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    • Thanks! I just read your piece on coyote. She doesn’t look anything like the critter in our yard. Ours looks like a full-blood, but my husband insists that the animal that’s been hanging around the last three years is a coy-dog. I’m not so sure.

      At first we were terribly alarmed since there are at least a half-dozen cats from three or four households out in the yard at any given time. One day I came out to see the coyote walk from neighbour’s back deck right in front of a cat – who didn’t bat a whisker.

      Whatever its bloodline, it is one sturdy critter. It survived last winter’s polar vortex, though it did been injured or acquired frostbite to its one hind leg.

      By the way, I haven’t been receiving updates from YOUR blog. I just followed you on Facebook.

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      • Oh, thanks, Maggie! Sorry to hear you haven’t been receiving our updates–I think some things went wonky when we moved to self-hosted.

        I do think coyotes are unjustly maligned, especially when it comes to cats and small dogs. I’m sure an extremely hungry coyote might attack a pet, but in general I understand they’re more interested in small rodents, as well as fruits and such.

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  10. This is GORGEOUS, Maggie (and this is the new me). Not only do I remember all too well your whinges about The Men and your mowing, but I had begun to think you secretly addicted to it. [grin]
    It’s a lovely thing to have that section of ‘wilderness’ at the back,and everyone’s happy. Talk about yer win|win !!! 🙂

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  11. Your yard is gorgeous, Maggie. My back yard is wild. Not gorgeous like your. Just wild. I gotta get out there one of these days….

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  12. That is so great, Maggie, I love that you’re restoring nature on your place. We have grass around the Barn which is loaded with clover and violets and buttercups which we let thrive. When it goes dormant from lack of water, so be it. And then we have the field in back which we let go wild with grasses, goldenrod, and milkweed. It hums from all the bees and under one grove of trees you can see where the deer bed down. Very cool!

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    • Ah Barbara, you are kindred! Love the picture you describe.

      When we tromp through the woods at the back, especially in winter, we can see where the deer had camped for the night by the oval deer-shaped depressions in the snow.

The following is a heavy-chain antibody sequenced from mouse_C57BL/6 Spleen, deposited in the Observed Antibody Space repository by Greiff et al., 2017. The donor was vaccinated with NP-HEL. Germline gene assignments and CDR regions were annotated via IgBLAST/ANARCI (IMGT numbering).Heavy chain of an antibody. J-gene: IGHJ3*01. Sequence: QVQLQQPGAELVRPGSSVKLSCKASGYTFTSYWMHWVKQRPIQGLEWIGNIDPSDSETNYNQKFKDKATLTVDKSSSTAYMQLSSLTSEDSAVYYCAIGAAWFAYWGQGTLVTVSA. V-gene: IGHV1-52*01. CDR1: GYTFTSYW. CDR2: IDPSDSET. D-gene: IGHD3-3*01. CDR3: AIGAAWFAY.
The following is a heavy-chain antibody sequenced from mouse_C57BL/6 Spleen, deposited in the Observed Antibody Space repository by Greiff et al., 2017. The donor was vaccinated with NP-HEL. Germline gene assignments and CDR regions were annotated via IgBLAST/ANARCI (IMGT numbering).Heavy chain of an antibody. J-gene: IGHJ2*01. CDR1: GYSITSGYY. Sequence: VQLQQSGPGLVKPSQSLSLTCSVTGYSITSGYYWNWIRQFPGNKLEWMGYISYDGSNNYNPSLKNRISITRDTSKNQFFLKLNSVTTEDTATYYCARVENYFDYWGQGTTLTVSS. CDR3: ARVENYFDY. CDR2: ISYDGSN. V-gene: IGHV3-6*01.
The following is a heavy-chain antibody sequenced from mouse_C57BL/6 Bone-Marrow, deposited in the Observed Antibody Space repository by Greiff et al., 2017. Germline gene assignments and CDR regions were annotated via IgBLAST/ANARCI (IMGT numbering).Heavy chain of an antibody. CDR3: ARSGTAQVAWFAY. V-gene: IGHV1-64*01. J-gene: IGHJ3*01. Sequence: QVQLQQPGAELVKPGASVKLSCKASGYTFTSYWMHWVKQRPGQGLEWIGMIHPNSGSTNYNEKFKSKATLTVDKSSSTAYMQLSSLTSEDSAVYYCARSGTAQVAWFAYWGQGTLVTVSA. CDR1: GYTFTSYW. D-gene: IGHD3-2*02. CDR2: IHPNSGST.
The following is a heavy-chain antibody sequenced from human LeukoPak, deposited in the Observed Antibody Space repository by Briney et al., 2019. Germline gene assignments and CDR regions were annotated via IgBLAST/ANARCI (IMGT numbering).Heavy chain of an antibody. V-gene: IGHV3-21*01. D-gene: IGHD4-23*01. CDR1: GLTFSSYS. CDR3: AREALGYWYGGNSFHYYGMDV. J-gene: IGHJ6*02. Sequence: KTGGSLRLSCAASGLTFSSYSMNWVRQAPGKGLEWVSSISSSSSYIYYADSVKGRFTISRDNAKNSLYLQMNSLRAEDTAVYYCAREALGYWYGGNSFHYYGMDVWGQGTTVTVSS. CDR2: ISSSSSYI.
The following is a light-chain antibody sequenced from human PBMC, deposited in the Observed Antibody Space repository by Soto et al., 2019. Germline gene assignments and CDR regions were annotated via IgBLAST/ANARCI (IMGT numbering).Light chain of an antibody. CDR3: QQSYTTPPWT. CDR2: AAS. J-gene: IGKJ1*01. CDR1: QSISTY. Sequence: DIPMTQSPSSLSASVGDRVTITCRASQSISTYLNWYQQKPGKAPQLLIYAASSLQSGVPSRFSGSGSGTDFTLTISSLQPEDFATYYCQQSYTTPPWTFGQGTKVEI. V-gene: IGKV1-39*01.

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  13. Beautiful garden, Maggie! Natural is better. But a “semi-tame” coyote?? I’ve never heard of that before. Here in Southern California they are the personification of mean.

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    • Yeah, I don’t know, Steve. The fact that he/she and South’s dog have a grand old time chasing each other through the woods tells me it’s not completely wild. Yet it looks exactly like a coyote.

      The first winter, it was in terrible shape. It’s hind end drooped, no fur on the tail. Neighbour North put out food for the deer and the coyote. All along our street neighbour’s had spotted it but it eluded all efforts to trap it.

      I called the animal control people, telling them that “someone’s dog” was injured and hanging around our yard, would they come and retrieve it? The agent that came by and as luck would have it, the critter was within a hundred paces – easy to see. The guy declared that it was a coyote, and as such, could do nothing for us. Wild animals, even though they are clearly not doing well, get no special treatment. I’m torn about that policy.

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  14. Maggie, what a beautiful garden you have. Yellow is always so cheerful. I used to have Queen Anne’s Lace, but not since I moved. 😦

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  15. Hmmm …. great post Maggie — and yeah, I’m completely for naturalizing … but I wonder if you realize something critical about goldenrod?

    By the way, I have almost a full acre of it – great for bees, if they would care to make an appearance – and it’s absolutely toxic to deer, which is both good and bad – but Goldenrod is HIGHLY invasive.

    This is one plant that you really have to be careful of —- because its roots are damn next to impossible to control. It will show up over 300 feet from where it was last growing. And once one single little stalk has set in, well, yeah, it will grow and multiply as it wants, no matter how well you think you’ve managed to control it – i.e. by weeding or containment. And, if you’re really zealous in trying to dig out clumps, be prepared to break shovel handles a plenty – it’s beyond stubborn.

    So yes – all hail to Golden Rod – it IS necessary and bountiful and beautiful – but be cautioned – it will take over a small space (and large) without hesitation. And it chokes out all other things, mostly, in the process.

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    • Good advice, thanks Pat. It is the lesser of several evils in our yard. We are fighting fire with fire. At the foot of the ravine is a stand of more invasive Japanese Knotweed. We also have the highly noxious garlic mustard, which is incredibly sturdy in any habitat. Dame’s Rocket is taking hold too, though that one I like – it’s very pretty and highly fragrant. Since the golden rod is native, we prefer it to the introduced or escaped species.

      Fortunately, I find that goldenrod is easy enough to pull up if and when it does hop over the mowed perimeter into the flower beds.